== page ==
Stories of transplanted tissue and body parts go far back in myth and legend. It is said that in the sixth century, the Christian patron saints of medicine, Cosmos and Damian, performed a transplant. They replaced the cancerous leg of a white man with the healthy leg of a recently deceased black man.
In India, skin grafts were done as far back as the sixth century B.C. to replace noses that had been amputated as a penalty for adultery. The Indian process of skin grafting was introduced to Western medicine by Italian surgeon Gaspare Tagliacozzi in the sixteenth century. He attached a skin flap from a patient's forearn to the patient's nose. Several weeks later, he released the arm from the now-repaired nose. Tagliacozzi used the patient's own skin because he felt that foreign body tissue would be rejected. Thus he correctly anticipated what is still the major problem with successful transplantation: rejection of foreign body tissue.
Skin grafting was reintroduced in the nineteenth century. In 1869 French surgeon Jacques Louis Reverdin found that successful grafts required thinner tissue. In 1881 Scottish surgeon William MacEwen reported success with bone allografts (transplants from one person to another) in children. Despite these reported successes, most attempts at transplantation failed. Inadequate surgical techniques or rejection by the recipient caused most failures.
In 1902 French surgeon Alexis Carrel developed a method of sewing together small blood vessels using tiny needles and fine thread. Carrel and Dr. Charles Guthrie of the University of Chicago performed a series of organ transplants on animals. While the transplants were at first successful and the organs functioned, they ultimately failed. Other experimenters had similar results.
Researchers who were experimenting with transplants suspected that the body's immune system was rejecting the implanted organs. They believed that it was the foreign tissue that was the problem.
British biologist Peter Medawar became interested in skin graft problems while working with severely burned soldiers during World War II (1939-1945). Medawar found that when a patient received a skin graft for a second time from the same donor, the second graft was rejected twice as quickly as the first had been. To Medawar, this clearly indicated an immune response. Further experiments revealed that grafts between twins were not rejected.
In 1954 Medawar went on to prove that immune tolerance was acquired during an embryo's development. Injection of foreign substances into embryonic or newborn mice would produce permanent tolerance to those substances later in life. In other words, the mouse's body would forever recognize such a substance as "self," instead of responding to it as a foreign invader in need of destruction by the immune system.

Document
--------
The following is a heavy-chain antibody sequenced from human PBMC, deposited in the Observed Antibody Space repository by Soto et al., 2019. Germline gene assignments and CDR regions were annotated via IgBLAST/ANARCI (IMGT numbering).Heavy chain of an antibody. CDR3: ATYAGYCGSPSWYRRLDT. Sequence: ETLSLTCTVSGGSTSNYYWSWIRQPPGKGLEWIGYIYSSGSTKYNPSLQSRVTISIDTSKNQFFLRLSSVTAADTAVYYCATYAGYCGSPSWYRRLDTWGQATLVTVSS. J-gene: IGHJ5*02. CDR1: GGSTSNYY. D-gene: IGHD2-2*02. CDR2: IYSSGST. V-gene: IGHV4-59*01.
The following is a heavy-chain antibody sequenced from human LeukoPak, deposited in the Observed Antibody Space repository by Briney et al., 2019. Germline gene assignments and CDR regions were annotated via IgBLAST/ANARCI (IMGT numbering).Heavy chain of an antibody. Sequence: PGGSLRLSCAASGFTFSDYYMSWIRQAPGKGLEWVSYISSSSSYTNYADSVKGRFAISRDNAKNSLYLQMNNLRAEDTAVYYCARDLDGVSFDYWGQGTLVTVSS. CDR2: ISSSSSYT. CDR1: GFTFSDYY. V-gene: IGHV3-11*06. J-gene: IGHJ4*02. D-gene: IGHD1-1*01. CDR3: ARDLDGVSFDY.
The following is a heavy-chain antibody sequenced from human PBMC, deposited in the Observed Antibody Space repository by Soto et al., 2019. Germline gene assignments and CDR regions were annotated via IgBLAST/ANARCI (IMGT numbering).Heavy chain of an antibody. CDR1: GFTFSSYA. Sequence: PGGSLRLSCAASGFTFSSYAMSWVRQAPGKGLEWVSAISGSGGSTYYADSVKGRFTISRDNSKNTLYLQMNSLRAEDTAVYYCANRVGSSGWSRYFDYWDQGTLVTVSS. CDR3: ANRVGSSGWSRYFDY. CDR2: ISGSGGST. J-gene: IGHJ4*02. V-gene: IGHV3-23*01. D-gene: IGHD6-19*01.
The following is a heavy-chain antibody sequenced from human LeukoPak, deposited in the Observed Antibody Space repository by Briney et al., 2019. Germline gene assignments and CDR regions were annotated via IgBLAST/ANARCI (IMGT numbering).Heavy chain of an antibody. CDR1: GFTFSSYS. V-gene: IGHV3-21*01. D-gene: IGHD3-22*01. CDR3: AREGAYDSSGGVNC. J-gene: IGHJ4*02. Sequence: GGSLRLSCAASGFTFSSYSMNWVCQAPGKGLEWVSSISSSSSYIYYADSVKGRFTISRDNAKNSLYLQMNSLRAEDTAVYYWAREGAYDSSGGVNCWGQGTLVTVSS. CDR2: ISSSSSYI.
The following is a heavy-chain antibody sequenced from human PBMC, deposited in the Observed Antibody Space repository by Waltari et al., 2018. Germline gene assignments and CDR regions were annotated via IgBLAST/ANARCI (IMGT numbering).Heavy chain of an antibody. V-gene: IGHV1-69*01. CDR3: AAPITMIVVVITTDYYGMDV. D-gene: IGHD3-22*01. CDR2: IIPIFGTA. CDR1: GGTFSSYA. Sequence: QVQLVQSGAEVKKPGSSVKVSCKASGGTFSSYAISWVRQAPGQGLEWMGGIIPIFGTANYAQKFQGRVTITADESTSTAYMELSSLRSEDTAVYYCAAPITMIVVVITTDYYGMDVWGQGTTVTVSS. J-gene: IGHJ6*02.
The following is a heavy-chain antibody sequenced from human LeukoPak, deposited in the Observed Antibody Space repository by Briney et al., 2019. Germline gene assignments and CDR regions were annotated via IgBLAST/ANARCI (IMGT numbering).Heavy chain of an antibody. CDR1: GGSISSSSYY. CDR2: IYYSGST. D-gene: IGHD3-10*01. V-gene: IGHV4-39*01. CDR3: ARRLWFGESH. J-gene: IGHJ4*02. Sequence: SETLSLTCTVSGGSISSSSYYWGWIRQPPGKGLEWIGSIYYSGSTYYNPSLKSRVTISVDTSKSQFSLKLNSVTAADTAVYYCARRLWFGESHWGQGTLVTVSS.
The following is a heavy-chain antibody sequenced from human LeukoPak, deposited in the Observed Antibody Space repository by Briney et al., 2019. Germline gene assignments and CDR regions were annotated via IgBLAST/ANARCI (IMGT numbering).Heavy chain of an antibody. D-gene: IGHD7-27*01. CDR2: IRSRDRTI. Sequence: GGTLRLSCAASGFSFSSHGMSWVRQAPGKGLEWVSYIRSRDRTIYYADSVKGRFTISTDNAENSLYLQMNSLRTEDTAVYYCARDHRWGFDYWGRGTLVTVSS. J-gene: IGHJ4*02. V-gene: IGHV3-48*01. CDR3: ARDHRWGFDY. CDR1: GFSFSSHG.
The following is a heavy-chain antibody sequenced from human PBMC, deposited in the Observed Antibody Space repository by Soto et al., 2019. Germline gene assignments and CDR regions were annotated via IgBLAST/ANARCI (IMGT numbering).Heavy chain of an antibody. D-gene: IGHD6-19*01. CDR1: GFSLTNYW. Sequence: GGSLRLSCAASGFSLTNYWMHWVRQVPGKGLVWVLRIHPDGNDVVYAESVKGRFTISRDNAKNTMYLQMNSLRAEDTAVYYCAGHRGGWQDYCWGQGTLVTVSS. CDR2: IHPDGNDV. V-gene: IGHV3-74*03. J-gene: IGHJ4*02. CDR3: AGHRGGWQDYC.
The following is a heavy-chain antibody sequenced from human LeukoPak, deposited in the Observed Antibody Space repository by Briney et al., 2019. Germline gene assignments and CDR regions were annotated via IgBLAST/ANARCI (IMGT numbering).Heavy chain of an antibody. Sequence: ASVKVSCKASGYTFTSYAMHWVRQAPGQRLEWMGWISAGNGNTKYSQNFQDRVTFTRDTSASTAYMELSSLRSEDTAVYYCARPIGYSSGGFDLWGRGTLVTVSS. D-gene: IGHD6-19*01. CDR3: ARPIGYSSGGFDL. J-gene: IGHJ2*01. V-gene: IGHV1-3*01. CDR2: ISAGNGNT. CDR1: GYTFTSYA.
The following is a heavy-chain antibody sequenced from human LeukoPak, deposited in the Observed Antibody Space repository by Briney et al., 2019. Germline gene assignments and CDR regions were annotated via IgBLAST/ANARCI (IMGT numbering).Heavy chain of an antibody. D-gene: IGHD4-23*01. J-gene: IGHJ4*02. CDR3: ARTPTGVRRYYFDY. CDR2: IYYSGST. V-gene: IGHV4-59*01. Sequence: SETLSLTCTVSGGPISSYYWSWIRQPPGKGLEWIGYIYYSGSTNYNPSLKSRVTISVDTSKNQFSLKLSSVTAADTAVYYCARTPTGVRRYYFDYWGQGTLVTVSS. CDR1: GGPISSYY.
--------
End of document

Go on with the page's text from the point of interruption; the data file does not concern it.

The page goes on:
Surgeons continued to experiment with transplants. They focused their efforts on the kidney because of its relatively simple blood supply system. In 1933 Russian surgeon Yuri Voronoy performed the first human kidney transplant in Kiev, Ukraine. This kidney transplant, like those performed in cities throughout the world all failed. One patient, a 26-year-old Boston doctor, lived for six months with his new organ.
A Boston team finally achieved success in 1954. A 24-year-old man was dying of kidney disease. He was referred, along with his twin brother, to the Boston team. The transplant from twin to twin succeeded. The door was now open. The Boston surgical team performed 23 successful identical-twin kidney transplants between 1954 and 1966. However, transplants between non-twins still resulted in rejection.
Attempts to suppress the immune response by radiating (exposing to X-ray) the recipient's body and the donated organ were unsuccessful. In the early 1960s two major breakthroughs finally addressed the rejection problem. Beginning in 1962, it became possible to closely match donor and recipient tissue. This technique markedly decreased the likelihood of rejection in transplantation.
Immunosuppressant therapy was greatly improved by the discovery of cyclosporin in 1972. The widespread use of cyclosporin ushered in the era of widespread organ transplantation. Again, Starzl showed cyclosporin
The liver remains difficult to transplant because of its complicated blood supply. The first successful liver transplant was performed by Starzl at the University of Colorado in 1967. Cyclosporin greatly improved the outcome of such transplants. The first human pancreas transplantation was performed by Drs. Richard Lillehei and William Kelly of the University of Minnesota in 1966.
Physicians found that transplantation of both lungs succeeds better than transplanting a single lung. Because most patients with end-stage lung disease also have serious heart deterioration, heart-lung (both lungs) transplants are sometimes performed. The success of this operation is aided by cyclosporin. The first successful heart-lung transplant was carried out in 1981 at Stanford University Medical Center by Drs. Bruce Reitz and Norman Shumway.
Other body parts are now transplanted, but problems remain. Many grafts do not survive permanently. Cyclosporin is very expensive and has serious side effects. Still, a 1992 government report found that organ transplants in the United States were largely successful. Favorable outcome rates vary according to the organ transplanted.